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Journals from Sevilla, Spain - Center for Cross-Cultural Studies

2010-10-10 Forget the umbrella - culture shock

Rain sounds the same as it crashes into the pavement and roofs of Spain as it does in Oregon. It smells the same as it just begins to fall. It feels the same as I splash through the puddles and it soaks my hair because, unlike every single Spaniard, I don’t have my umbrella. Not that I want it, because I’m a Pacific Northwest girl through and through. Rain makes me laugh and smile rather than grumble and frown. Tonight, racing through the downpour from Plaza Nueva, the center of the city, to Triana, the barrio where I live, I decided the important things were the same wherever you went. You end up just as soaked with Spain’s rain and your rotten cotton jeans take just as long to dry off.

I see culture shock as like a walk in the rain without an umbrella. You have to simply throw yourself into the experience, knowing you’re going to get soaked, knowing there are going to be constant differences. At some point, it may be uncomfortable. You might want to find somewhere to take shelter from the downpour for a while, a phone call to your mom or a favorite Disney movie. But sometimes you’ll be so exhilarated by the challenge and wonder of the differences that you’ll go skipping through the rain and puddles laughing for no other reason than because you’re having the time of your life. And if that metaphor made no sense to you, then perhaps I’m still on a euphoric rain cloud.

We were prepared for culture shock. After orientation meetings, information packets, and our own online research we felt thoroughly prepared to be shocked. Yet it didn’t happen. I haven’t spoken with a single student who thinks they’ve experienced culture shock. Perhaps it is one of those things where the more prepared for it you are the less likely you are to actually experience it. Or perhaps we were so well prepped that we knew how to deal with it without negative affects. Regardless, there was never any shock. For me, culture “shock” has been a process of learning what the different norms are and how to live within them.

There are plenty of basic differences that you get used to quickly by necessity. Lunch is at 2pm and is the largest meal and dinner is at 9pm. Sevillanos don’t eat a lot of beef, so you’re likely to get a hamburger that is literally a burger made of ham. Still yummy, though. Most shops close between 3 and 5pm for the siesta, so you can’t plan on doing any errands during this time even if it seems particularly convenient. 70° is considered cold and your señora will insist you take a jacket. Everyone dresses nicely, which means jeans without holes are perfect but no Sevillanos wear sweatshirts. Ever. Anyone who dislikes soccer is crazy, so be prepared to watch a fair amount. A smile is an invitation, not just a polite greeting, so you can’t smile at random people in the street. All stores except el Corte Inglés are specialized and you can expect to spend lots of time wandering into random stores looking for what you need. Nobody goes puddle jumping (perhaps because they are wearing nice, expensive shoes unlike us silly Americans).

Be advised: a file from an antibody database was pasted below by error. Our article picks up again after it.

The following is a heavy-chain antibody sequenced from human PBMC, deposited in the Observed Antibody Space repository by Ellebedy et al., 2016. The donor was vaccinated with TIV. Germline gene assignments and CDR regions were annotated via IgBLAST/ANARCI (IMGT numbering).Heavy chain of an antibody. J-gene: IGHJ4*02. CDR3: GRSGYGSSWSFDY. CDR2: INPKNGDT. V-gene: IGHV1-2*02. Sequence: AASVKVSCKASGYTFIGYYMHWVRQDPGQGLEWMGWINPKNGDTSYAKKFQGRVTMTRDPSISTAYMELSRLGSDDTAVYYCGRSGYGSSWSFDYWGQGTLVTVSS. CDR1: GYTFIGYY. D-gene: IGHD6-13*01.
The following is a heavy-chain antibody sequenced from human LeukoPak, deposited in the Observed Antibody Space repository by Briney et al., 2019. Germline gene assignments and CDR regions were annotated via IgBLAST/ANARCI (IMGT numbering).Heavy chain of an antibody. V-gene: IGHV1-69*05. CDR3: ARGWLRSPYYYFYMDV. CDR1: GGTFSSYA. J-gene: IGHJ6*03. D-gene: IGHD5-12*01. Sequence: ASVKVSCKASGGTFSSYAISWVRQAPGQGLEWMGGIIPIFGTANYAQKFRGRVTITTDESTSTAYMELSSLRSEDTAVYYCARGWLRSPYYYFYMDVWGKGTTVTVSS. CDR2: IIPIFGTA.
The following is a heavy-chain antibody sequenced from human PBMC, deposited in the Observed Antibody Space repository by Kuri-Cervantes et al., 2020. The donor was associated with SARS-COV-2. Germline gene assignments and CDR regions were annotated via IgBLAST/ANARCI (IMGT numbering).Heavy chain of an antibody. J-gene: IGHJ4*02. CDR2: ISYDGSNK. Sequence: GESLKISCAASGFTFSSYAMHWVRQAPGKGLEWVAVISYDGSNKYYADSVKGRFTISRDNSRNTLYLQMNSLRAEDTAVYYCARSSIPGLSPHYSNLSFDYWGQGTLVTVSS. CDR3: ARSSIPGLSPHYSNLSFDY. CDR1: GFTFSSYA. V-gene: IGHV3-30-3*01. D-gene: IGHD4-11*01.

Navigating through these differences hasn’t been too difficult, although it can be frustrating at times. For example, when you’re out of shampoo but the only free time you have is the siesta when all the stores are closed or when you want to smile at the people you pass on the street because you’re having a good day and want to share the happiness. Yet these surface differences haven’t been shocking or very hard to become accustomed to. They just take a bit of time and patience.

I am just beginning to understand the deeper differences between our cultures which are also numerous. For example, religion may be important to people, but it doesn’t interfere or interact with their other beliefs such as politics. Thus, the creation/evolution debate doesn’t exist here, because they don’t see why the belief in God should interfere with the belief that humans and monkeys evolved from a common ancestor. One can be devoutly Catholic and still believe in a woman’s right to choose abortion.

Within all of these ideological or basic differences, there are numerous similarities that provide a comforting backdrop and give me the sensation that the gap between our cultures isn’t quite as large as I feared. My host parents have the same little habitual “fights” that my mom and dad have. Everyone is worried about the economy. The government is always making things seem better than they are. Women wear high heels even though they hurt. They even have a saying similar to “beauty is pain”. News reports are depressing. Running through the pouring rain still leaves me chilly and soaked.

But that doesn’t mean I want my umbrella.

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